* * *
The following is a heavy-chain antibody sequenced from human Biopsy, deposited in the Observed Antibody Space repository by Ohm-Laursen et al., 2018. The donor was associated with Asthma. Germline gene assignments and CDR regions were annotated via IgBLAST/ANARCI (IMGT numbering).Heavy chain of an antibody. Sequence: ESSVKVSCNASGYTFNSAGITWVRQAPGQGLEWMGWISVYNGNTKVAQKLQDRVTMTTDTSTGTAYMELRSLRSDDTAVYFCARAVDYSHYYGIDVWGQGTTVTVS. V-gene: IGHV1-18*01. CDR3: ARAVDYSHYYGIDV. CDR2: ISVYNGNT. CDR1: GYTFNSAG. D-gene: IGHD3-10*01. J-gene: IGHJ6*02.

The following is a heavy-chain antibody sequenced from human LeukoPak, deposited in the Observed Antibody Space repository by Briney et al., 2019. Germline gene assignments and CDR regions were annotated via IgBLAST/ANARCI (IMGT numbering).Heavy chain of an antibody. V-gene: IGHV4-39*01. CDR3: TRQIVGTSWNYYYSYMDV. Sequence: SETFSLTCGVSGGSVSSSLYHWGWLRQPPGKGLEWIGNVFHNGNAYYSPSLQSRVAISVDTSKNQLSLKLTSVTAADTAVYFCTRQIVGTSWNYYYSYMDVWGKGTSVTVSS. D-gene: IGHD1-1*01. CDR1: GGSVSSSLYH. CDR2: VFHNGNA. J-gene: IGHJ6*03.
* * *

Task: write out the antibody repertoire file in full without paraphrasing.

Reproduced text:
The following is a heavy-chain antibody sequenced from human Biopsy, deposited in the Observed Antibody Space repository by Ohm-Laursen et al., 2018. The donor was associated with Asthma. Germline gene assignments and CDR regions were annotated via IgBLAST/ANARCI (IMGT numbering).Heavy chain of an antibody. Sequence: ESSVKVSCNASGYTFNSAGITWVRQAPGQGLEWMGWISVYNGNTKVAQKLQDRVTMTTDTSTGTAYMELRSLRSDDTAVYFCARAVDYSHYYGIDVWGQGTTVTVS. V-gene: IGHV1-18*01. CDR3: ARAVDYSHYYGIDV. CDR2: ISVYNGNT. CDR1: GYTFNSAG. D-gene: IGHD3-10*01. J-gene: IGHJ6*02.

The following is a heavy-chain antibody sequenced from human LeukoPak, deposited in the Observed Antibody Space repository by Briney et al., 2019. Germline gene assignments and CDR regions were annotated via IgBLAST/ANARCI (IMGT numbering).Heavy chain of an antibody. V-gene: IGHV4-39*01. CDR3: TRQIVGTSWNYYYSYMDV. Sequence: SETFSLTCGVSGGSVSSSLYHWGWLRQPPGKGLEWIGNVFHNGNAYYSPSLQSRVAISVDTSKNQLSLKLTSVTAADTAVYFCTRQIVGTSWNYYYSYMDVWGKGTSVTVSS. D-gene: IGHD1-1*01. CDR1: GGSVSSSLYH. CDR2: VFHNGNA. J-gene: IGHJ6*03.